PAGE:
To make an informed decision on whether you should stain or paint a fence, you need to understand how each of the treatments works. The stain has a light consistency and once applied it is absorbed into the wood. It accentuates the raw wood aesthetic.
Paint on the other hand has a heavier consistency and it coats the surface of the wood, preventing water and mold from accessing the wood surface. This article is the ultimate guide, providing details on factors that may influence your choice of fence treatment.
There are different types of fence surfaces including metal, chain-link, and wooden fences. While paint may be suitable for all three, the stain is only suitable for wooden fences. For the purpose of this article, we concentrate on them.
The wooden surface will determine the choice of finish to apply. For instance, a previously treated wood fence is more suited for paint application because the wood can barely absorb any stain. Besides, a fence that had been painted before may involve too much work if you choose to stain it.
However, a surface that was previously stained may be painted with ease, without the need for many prep steps. The type of wood may also play a role in determining whether to paint or stain a fence.
For example, you might wonder whether you should stain or paint a cedar wood fence. Cedarwood does not take paint very well as it may reduce the fence’s life span considerably. Paint also gives it an uneven finish. This means wood stain would be more ideal for a cedar fence.
Ease to Apply
Application of stain or paint varies considerably because of the difference in their consistency.
Paint has a heavier consistency and, therefore, a paintbrush will be more suitable for its application. Additionally, you must consider that the fence has to be prepared by coating it with wood paint primer before the paintwork is done.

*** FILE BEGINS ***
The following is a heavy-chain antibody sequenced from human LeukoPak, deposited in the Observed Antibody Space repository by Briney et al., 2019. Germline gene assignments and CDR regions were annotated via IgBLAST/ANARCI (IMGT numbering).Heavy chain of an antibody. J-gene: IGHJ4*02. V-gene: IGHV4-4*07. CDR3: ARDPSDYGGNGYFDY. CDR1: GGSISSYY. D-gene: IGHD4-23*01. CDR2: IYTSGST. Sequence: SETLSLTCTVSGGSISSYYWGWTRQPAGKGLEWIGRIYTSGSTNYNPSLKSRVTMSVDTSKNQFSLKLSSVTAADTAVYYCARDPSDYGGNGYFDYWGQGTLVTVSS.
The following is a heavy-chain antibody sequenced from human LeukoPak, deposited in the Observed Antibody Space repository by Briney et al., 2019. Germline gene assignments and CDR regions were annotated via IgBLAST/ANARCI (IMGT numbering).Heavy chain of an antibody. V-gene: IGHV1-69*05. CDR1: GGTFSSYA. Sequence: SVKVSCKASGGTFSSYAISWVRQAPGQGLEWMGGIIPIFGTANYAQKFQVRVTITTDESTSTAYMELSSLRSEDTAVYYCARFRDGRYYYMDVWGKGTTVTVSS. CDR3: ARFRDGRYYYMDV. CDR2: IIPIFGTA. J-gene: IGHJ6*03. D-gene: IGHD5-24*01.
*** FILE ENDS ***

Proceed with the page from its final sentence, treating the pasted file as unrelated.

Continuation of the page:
The following steps are to apply paint:
- Trim any vegetation around the fence.
- Wipe dirt and debris off the surface of the fence and wash the fence using equal parts of water and bleach to remove mold if any.
- Allow the fence to dry for at least 24 hours or depending on the prevailing weather conditions.
- Scrape off any old paint and sand the surface down to smooth it.
- Protect the hinges and nuts using tape.
- Place a cloth or tarp to prevent paint from getting to the lawn or the area around.
- Apply primer and allow it to sit for a few hours.
- Apply paint, preferably an oil-based one, ensuring uniformity by brushing in one direction.
The paint application process, as such, involves more work and more steps, compared to staining the fence.
With wooden fence stain which is of lighter consistency, you can choose to either use a brush, a roller but the most appropriate equipment to use is a stain sprayer.
With this, you will need to wear protective eye goggles and a dust mask to avoid stain particles entering into your eyes, and their inhalation respectively.
Follow these simple steps to apply stain:
- Do landscaping around the fence.
- Clean the surface of the fence and rid it of all debris then allow it to dry up to ensure it is ready to absorb the stain.